October 2, 2014

Wet Weather Increases Disease Pressure in Brazilian Wheat

Wheat producers in southern Brazil are expecting a record large wheat crop, but concerns are mounting about the quality of the crop due to the wet conditions over the last several weeks. Scientists in Rio Grande do Sul and Santa Catarina have been monitoring the impact of the gibberella fungus on the state's wheat crop and now they have detected a fungal disease that is rarely found in the state.

Rice blast is the common name of the fungal disease (Magnaporthe oryzea) that is usually found further north in the central regions of Brazil as well as the states of Mato Grosso do Sul, Sao Paulo, and northern Parana. Outbreaks of rice blast occur during periods of high humidity with temperatures in the range of 25 C to 28 C. The disease restricts the stem of the plant thus reducing the flow of nutrients above the infection point. If the disease is present before heading of the wheat, it can result in small head size and reduced seed growth.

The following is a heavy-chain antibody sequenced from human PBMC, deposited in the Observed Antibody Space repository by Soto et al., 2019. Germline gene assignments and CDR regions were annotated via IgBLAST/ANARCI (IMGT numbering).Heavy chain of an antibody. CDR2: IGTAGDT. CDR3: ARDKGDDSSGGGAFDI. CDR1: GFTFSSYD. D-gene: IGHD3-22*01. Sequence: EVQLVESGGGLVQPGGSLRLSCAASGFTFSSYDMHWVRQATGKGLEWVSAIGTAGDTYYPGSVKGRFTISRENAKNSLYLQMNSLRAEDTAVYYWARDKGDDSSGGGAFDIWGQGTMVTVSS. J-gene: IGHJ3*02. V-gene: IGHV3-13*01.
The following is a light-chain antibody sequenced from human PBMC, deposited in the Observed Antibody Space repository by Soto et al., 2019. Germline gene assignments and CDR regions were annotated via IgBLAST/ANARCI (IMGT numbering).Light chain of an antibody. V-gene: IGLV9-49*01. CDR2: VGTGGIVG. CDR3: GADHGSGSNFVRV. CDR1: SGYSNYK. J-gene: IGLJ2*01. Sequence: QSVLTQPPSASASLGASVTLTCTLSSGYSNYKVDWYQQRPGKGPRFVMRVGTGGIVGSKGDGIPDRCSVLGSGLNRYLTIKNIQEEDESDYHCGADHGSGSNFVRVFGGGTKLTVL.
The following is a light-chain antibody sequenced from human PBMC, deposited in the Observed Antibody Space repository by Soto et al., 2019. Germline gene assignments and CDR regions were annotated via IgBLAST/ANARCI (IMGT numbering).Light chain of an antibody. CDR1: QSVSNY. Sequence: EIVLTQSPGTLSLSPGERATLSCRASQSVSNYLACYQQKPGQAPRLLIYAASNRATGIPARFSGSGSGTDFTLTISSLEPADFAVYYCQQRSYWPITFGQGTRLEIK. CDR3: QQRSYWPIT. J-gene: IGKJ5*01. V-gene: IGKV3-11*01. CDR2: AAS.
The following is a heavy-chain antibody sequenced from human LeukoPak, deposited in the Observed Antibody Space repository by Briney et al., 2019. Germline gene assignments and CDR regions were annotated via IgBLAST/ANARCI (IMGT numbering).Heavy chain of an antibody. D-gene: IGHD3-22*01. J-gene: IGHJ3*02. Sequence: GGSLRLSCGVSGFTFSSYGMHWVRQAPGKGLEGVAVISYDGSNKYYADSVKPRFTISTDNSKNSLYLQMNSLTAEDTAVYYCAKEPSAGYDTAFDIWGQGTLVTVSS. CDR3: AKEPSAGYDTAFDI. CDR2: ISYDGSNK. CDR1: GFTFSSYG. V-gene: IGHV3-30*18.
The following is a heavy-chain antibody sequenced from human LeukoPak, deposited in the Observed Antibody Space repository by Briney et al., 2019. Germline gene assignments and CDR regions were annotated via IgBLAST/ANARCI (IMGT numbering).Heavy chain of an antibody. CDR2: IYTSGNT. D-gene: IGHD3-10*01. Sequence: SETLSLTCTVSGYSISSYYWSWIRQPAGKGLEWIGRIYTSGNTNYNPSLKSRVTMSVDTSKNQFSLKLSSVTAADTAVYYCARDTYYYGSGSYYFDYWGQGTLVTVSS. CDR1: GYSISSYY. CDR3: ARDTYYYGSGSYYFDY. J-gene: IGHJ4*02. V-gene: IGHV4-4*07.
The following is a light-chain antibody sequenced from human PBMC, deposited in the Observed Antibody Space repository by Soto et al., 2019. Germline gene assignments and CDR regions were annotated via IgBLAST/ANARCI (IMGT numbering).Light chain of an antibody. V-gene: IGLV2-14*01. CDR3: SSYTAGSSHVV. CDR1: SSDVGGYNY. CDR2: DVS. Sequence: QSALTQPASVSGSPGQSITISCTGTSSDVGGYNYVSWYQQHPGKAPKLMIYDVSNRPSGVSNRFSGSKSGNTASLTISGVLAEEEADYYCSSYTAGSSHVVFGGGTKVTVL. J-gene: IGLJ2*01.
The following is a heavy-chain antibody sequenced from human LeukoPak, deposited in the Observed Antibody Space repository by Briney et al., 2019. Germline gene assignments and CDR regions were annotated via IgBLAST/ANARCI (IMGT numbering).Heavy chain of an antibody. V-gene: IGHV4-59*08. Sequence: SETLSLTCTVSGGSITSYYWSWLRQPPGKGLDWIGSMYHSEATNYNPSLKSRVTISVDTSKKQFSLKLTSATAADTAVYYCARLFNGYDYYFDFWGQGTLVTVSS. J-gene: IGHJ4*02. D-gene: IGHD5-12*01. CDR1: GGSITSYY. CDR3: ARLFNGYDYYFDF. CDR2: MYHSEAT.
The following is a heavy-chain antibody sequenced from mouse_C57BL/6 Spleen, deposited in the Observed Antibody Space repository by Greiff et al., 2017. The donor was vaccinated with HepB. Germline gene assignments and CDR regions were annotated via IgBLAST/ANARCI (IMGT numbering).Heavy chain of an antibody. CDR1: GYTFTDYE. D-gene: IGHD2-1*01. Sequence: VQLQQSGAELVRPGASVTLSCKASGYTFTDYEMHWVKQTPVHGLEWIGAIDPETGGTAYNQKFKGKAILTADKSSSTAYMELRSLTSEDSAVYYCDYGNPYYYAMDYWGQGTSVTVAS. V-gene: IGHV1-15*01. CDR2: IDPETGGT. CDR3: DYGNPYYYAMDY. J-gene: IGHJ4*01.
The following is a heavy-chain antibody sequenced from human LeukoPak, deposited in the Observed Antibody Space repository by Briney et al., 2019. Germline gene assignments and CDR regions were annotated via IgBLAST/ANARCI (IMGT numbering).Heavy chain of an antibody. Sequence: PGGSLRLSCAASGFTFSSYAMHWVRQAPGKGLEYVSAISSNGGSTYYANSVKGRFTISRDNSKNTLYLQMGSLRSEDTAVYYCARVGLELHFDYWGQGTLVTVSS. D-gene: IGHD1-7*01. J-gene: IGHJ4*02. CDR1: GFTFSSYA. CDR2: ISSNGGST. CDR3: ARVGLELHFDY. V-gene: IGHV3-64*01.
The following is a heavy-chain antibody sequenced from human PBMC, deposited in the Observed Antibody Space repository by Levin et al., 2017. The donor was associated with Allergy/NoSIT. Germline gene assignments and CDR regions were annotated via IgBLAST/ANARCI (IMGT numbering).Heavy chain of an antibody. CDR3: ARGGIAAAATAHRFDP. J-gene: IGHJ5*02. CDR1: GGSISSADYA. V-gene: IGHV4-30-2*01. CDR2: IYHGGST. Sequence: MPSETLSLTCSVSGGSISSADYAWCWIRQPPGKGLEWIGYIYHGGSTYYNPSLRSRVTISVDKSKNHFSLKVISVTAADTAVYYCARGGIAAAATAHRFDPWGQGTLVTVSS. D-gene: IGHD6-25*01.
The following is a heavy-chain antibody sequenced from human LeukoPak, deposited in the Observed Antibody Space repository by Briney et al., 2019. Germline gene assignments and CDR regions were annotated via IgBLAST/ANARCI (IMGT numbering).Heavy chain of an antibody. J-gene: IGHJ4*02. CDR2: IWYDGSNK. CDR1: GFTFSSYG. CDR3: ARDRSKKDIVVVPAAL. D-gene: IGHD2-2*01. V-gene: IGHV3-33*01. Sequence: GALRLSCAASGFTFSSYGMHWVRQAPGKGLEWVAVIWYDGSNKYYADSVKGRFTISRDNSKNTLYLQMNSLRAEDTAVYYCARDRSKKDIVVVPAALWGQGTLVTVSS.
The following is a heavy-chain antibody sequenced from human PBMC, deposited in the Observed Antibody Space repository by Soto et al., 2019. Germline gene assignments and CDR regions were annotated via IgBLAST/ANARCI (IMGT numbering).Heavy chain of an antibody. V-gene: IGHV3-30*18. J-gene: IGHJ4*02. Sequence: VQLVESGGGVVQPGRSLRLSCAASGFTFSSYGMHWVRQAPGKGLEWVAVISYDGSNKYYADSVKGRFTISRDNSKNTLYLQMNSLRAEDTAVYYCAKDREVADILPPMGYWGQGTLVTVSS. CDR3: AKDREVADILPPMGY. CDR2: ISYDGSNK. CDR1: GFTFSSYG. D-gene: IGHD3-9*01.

In the cooler climates of Rio Grande do Sul and Santa Catarina the disease is usually confined to regions where the microclimate is more suited for the development of the disease, but this year the disease is much more widespread than normal.

The disease exhibits very similar symptoms to gibberella even though the causal organism is different. It makes the diagnosis of rice blast difficult without further laboratory tests. There are no wheat varieties in Brazil resistant to the disease and various fungicide treatments have met with limited success.

Rice blast is restricted to South America and it can infect various small grains and there are numerous host plants that can harbor the disease between growing seasons. This year the disease was first found in oats in Rio Grande do Sul during April and May which allowed the disease to get established early in the growing season. The extent of damage caused by this disease is yet to be determined.

The state of Rio Grande do Sul is the second leading wheat producing state in Brazil after Parana. Conab is estimating that Parana will produce 3.9 million tons of wheat in 2014 with Rio Grande do Sul producing 3.0 million tons. Together, these two states are expected to produce 92% of the 7.6 million tons estimated for the 2014 Brazilian wheat crop. The wheat in Parana is currently being harvested, but the wheat harvest in Rio Grande do Sul won't start until November.